Protecting Small Businesses Is Critical to COVID-19 Recovery

Ann Kinner
NFIB California Leadership Council Member; Owner, Seabreeze Nautical Books and Charts in San Diego, CA.

Despite the CARES Act’s crown as the largest stimulus package in human history, the $350 billion it allocated for small businesses was exhausted in just two weeks. In 2016, small businesses employed 59.9 million people and made up 99.9 percent of all U.S. businesses. Now, with unemployment numbers nearing thirty million, the small business community is hemorrhaging money from all sides, burning through precious cash reserves and being forced to lay off employees or shutter their doors for good.

The backbone of our country, our 30 million small businesses employ nearly half of total private-sector workers, which makes the current health crisis particularly painful. Whereas large corporations have either the luxury of issuing corporate bonds or significant emergency funds in place, small businesses, by their nature, are not so lucky. Owners often risk everything to start the business, and then, if profits do come, they are needed to invest in workers or sustain operations.

As such, when crisis strikes, these businesses are the most vulnerable. Often dependent on unreliable or paltry government relief, these companies must focus entirely on survival and cannot afford any other outside expenses. 

Enter plaintiffs’ attorneys. Just last week, an ad circulated to these lawyers in California encouraging them to pursue individuals who are quarantined at home by visiting a website that would recruit them join class action lawsuits. The tagline? “Finding Plaintiff’s Today Has Never Been This Easy!”

If you are thinking that this does not sound like legitimately harmed consumers justly suing for damages, you are correct. Instead, plaintiffs’ attorneys are exploiting a crisis that has taken lives, put millions of Americans out of work, and has forced small businesses to file for bankruptcy left and right. Class action litigation was designed to efficiently deliver compensation to large groups of individuals who were all adversely impacted in the same way. Instead, lawyers are now shopping for clients auction-style in order to boost their possible winnings in court.

Other than the plaintiffs’ lawyers, no one is winning. The plaintiffs’ counsel walks away with the majority of any settlement or court award, while the plaintiffs themselves end up with literal pennies in some cases. Worst of all, this unethical practice does not discriminate when it comes to who gets sued. Unfortunately, small businesses and corner stores doing their best to serve local communities cannot afford court costs to fight cases on their merit. Many are forced to settle, putting them out of business for good. It only takes one lawsuit to destroy a small business and in these uncertain times, now is not the time for business owners to worry about fighting a frivolous lawsuit.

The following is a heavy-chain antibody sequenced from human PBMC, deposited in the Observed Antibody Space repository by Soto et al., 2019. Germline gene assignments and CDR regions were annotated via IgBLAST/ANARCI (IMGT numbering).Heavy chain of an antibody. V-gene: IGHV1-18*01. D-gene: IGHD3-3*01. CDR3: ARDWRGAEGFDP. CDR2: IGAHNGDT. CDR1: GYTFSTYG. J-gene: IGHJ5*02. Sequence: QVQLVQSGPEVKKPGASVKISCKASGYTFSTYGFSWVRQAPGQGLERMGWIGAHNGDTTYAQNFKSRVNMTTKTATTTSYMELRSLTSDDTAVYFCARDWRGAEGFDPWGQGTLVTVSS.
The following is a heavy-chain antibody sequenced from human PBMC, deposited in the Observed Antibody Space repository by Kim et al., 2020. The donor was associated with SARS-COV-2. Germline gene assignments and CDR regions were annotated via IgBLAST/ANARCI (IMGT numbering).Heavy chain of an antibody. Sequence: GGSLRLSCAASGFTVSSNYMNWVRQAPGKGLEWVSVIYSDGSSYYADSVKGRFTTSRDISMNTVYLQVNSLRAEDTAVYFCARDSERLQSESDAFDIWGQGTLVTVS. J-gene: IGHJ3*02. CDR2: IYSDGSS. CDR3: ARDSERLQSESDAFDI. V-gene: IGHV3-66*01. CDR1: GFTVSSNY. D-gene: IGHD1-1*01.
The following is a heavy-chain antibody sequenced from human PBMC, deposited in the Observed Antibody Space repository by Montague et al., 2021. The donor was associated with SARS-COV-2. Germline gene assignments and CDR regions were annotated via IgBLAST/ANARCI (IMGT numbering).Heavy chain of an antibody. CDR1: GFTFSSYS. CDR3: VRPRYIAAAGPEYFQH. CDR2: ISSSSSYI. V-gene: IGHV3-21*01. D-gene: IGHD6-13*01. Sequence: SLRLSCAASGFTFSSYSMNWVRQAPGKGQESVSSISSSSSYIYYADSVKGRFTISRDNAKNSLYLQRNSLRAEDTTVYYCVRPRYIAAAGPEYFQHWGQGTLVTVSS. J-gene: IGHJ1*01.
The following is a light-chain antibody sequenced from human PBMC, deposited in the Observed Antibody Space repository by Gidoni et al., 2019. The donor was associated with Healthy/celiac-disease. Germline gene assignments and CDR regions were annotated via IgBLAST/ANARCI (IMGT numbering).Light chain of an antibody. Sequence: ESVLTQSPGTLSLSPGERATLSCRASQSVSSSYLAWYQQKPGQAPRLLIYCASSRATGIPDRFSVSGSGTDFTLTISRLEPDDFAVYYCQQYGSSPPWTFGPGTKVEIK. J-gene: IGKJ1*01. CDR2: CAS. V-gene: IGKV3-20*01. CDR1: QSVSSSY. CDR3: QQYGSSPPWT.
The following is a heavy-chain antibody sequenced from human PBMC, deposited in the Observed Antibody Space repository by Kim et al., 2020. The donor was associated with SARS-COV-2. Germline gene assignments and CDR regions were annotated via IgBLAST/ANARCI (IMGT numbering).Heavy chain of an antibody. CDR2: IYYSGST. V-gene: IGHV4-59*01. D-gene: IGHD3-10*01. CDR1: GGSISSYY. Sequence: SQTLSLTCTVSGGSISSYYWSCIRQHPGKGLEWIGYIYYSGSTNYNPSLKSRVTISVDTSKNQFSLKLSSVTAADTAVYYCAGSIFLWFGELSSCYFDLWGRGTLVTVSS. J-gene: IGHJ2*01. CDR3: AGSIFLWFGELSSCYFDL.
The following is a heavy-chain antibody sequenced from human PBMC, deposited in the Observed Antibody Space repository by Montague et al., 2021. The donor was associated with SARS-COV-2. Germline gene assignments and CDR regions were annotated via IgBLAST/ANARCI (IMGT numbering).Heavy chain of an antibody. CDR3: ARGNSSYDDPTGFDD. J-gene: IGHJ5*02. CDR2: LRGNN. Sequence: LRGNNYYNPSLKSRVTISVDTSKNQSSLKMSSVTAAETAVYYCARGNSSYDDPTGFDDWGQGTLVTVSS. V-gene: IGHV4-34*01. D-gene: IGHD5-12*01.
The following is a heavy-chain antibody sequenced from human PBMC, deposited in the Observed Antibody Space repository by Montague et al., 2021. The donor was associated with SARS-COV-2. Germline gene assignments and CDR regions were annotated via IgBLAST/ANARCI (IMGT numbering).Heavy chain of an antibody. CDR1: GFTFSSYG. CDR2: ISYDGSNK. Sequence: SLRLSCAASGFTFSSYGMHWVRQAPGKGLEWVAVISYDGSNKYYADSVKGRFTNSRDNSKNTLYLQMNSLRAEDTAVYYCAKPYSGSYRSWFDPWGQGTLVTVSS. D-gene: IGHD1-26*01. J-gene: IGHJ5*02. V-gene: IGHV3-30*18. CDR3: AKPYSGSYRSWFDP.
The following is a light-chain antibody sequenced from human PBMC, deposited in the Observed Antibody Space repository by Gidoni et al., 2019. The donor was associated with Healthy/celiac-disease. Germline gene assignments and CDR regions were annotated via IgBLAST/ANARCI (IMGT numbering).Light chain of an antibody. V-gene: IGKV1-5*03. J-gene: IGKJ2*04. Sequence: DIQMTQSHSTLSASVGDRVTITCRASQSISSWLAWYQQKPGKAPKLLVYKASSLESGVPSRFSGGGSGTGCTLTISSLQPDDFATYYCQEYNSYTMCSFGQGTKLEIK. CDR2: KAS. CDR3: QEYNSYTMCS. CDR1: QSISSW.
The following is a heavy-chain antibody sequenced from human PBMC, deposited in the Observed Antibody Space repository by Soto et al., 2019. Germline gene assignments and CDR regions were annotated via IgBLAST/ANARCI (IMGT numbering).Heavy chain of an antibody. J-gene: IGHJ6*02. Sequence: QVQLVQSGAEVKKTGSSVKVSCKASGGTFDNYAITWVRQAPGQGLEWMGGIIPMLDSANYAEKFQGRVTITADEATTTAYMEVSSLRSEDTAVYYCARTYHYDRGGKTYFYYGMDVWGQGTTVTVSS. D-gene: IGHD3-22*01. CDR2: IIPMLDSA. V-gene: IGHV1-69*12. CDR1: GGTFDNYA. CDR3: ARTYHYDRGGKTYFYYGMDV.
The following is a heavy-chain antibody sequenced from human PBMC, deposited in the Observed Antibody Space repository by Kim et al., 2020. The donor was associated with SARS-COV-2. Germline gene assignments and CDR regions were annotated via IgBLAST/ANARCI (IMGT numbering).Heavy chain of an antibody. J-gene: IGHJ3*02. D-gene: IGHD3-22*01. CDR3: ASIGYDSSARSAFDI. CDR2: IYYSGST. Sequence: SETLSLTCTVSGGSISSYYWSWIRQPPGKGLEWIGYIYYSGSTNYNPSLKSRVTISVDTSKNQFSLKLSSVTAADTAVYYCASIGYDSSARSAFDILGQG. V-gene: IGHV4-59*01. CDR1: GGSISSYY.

These types of lawsuits are plaguing our courts and this misuse needs to stop, especially during the coronavirus pandemic. If businesses cannot fairly fight a case in court, then cases hardly need merit or justification. The mere threat of a lawsuit forces a settlement, and only one side sees the money – plaintiffs’ lawyers. California’s myriad of overreaching regulations, such as Prop 65 and Private Attorney General Act regulations, already make it tough for small businesses as it is. With the coronavirus now putting these companies on the brink, they cannot afford to become the next victims of lawyers chasing easy paydays.

It is imperative that our lawmakers immediately act to shield small businesses from COVID-19-related lawsuits. We should be looking to improve our economy, not hurt it. Already, plaintiffs’ attorneys are compiling coronavirus cases with scant evidence. How can there be any claims while we all have been quarantined for the past month? California’s road to recovery can only begin when consumers get back on their feet, jobs are restored, and small businesses resume operations.

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